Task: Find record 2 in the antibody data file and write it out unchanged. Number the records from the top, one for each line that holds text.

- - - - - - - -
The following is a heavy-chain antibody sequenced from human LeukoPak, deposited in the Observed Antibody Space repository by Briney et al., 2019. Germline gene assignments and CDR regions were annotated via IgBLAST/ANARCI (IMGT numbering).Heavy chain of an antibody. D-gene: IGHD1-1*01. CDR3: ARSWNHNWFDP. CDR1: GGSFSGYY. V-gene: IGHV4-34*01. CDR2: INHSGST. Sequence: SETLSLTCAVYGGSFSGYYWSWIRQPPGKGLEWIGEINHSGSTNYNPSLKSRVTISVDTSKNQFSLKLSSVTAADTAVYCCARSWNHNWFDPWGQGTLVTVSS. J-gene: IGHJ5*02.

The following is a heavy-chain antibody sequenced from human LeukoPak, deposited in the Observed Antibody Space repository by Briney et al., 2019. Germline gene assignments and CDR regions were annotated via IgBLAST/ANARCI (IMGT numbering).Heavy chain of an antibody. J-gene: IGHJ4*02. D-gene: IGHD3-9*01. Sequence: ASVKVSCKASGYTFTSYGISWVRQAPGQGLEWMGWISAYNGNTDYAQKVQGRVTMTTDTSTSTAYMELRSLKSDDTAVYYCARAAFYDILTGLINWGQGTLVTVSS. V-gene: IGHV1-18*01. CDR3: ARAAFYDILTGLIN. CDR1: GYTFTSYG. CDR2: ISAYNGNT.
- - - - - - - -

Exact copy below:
The following is a heavy-chain antibody sequenced from human LeukoPak, deposited in the Observed Antibody Space repository by Briney et al., 2019. Germline gene assignments and CDR regions were annotated via IgBLAST/ANARCI (IMGT numbering).Heavy chain of an antibody. J-gene: IGHJ4*02. D-gene: IGHD3-9*01. Sequence: ASVKVSCKASGYTFTSYGISWVRQAPGQGLEWMGWISAYNGNTDYAQKVQGRVTMTTDTSTSTAYMELRSLKSDDTAVYYCARAAFYDILTGLINWGQGTLVTVSS. V-gene: IGHV1-18*01. CDR3: ARAAFYDILTGLIN. CDR1: GYTFTSYG. CDR2: ISAYNGNT.